Dr. Tashi said the other challenges were poor living conditions, the lack of basic necessities such as toilets and bathrooms for hygiene and sanitation purpose. Leave alone classroom and library spaces, she says the nuns do not even have proper living quarters.

Dr. Tashi says that historically it was not common for families to send their girls as nuns like it was for families to encourage at least one boy to become a monk. She says during the course of her work she feels there are 3 reasons why someone becomes a nun or why parents sent their girls to become nuns – there is one group where women, after coming of age decide to become nuns of their will to pursue spiritual lives, the second group are the young girls whose parents decide to send them to nunneries because they cannot afford to send them to regular schools and so they see the nunneries as a form of alternative education and the third group is made up of girls and women who really want to get away from poverty or are fed up of their worldly lives.  

Dr. Tashi said that she is not able to understand how nunneries have survived so far without organized support from the Dratshang or the government, but she says the foundation was started not to retaliate or criticize but to just help the nuns. After working for few years in the foundation she feels that the nunneries are worried about the overall issue of ownership and she could sense resistance. However, Dr. Tashi says that the foundation is working to support and more importantly to sustain the nunneries. And she says this is becoming more difficult as our country is developing rapidly and traditional practices such as begging for alms is seen more and more as a shameful practice and other than that even community offerings were decreasing over time.

She felt that in comparison to the monks and dratshangs, who were well organized since the time of the Zhabdrung, nuns and nunneries started very late and so there is a huge gap. She also feels it is because the nuns never realized nor made any claims and were in a way content. Dr. Tashi said that as a development worker she sees its very hard for them and their needs are obvious but it is not up to her to tell them what they want and what they have to do, they need to realize and believe to sustain and value the development and changes.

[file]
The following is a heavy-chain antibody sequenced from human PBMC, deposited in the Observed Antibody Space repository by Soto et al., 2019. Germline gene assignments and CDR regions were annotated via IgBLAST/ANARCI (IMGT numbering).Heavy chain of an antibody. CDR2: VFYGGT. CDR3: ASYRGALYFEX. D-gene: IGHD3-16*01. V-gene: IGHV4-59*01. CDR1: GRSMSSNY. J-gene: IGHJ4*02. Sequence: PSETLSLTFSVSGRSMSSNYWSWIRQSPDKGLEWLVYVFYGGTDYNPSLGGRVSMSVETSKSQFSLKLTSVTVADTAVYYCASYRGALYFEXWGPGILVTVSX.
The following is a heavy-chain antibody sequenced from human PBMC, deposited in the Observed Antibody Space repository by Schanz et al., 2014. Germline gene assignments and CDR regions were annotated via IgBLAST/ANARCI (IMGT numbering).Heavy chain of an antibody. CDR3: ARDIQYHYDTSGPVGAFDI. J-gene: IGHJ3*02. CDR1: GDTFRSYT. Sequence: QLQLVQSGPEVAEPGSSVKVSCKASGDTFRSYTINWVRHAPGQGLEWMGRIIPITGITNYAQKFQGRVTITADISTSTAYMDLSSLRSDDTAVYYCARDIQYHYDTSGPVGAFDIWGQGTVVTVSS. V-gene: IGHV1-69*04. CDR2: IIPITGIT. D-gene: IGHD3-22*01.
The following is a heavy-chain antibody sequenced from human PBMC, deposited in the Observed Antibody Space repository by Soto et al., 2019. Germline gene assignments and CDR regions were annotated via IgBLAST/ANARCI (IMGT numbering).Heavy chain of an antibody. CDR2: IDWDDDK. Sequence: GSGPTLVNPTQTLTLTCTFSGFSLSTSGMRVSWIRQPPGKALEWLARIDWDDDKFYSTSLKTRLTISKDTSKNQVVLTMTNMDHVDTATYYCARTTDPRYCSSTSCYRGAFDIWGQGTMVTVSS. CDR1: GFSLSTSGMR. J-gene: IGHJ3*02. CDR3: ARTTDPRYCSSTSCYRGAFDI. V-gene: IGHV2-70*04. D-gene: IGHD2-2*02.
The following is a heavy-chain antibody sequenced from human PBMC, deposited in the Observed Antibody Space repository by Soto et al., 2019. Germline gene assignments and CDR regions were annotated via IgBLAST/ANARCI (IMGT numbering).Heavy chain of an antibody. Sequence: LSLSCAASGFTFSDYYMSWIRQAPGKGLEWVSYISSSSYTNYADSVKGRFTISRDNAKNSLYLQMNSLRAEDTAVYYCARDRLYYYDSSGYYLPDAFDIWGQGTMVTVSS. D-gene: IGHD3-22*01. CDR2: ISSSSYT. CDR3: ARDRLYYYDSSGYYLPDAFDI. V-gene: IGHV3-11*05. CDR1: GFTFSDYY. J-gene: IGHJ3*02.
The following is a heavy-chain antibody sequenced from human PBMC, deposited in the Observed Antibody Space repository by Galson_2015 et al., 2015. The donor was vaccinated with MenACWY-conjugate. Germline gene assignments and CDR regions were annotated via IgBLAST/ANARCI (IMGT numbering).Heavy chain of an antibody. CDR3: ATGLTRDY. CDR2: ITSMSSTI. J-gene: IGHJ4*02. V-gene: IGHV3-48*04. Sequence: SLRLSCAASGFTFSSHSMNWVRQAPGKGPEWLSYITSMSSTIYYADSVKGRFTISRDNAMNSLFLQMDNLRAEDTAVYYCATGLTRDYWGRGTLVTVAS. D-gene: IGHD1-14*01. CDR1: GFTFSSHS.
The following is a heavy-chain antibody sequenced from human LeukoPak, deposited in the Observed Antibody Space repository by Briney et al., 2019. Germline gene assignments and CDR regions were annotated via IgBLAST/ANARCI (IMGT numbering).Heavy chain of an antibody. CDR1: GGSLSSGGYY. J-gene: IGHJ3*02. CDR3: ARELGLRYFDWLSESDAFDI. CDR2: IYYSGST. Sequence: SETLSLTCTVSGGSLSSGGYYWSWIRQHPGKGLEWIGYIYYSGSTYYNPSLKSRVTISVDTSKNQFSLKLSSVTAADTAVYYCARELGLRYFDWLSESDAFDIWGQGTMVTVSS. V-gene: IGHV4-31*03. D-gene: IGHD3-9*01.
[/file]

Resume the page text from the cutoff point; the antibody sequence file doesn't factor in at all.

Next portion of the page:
On gender differences

Dr. Tashi believes that gaps and gender differences have always existed in societies and it is also true for Bhutan. Women are made to behave in a certain way and so she says it is not the fault of the nuns that they are unable to raise their voice.  She said that culture has a lot to do with such differences and even though in Buddhism we are supposed to respect, love and be compassionate to every sentient being, the way our society is functioning today, differentiates and perpetuates inequalities. But Dr. Tashi hopes that with time things will change and wherever there are gaps we will be able to close them and help each other to come together.

Dr. Tashi shared that for her friends and professors visiting from America, the absence of women in decision-making positions, the different treatment and respect accorded to monks and nuns etc. were immediately visible, which is not so for us. She said that we all want to say that in Bhutan we don’t suffer from gender discrimination and we always tend to compare with other countries in the region, but she says we should instead compare with the best.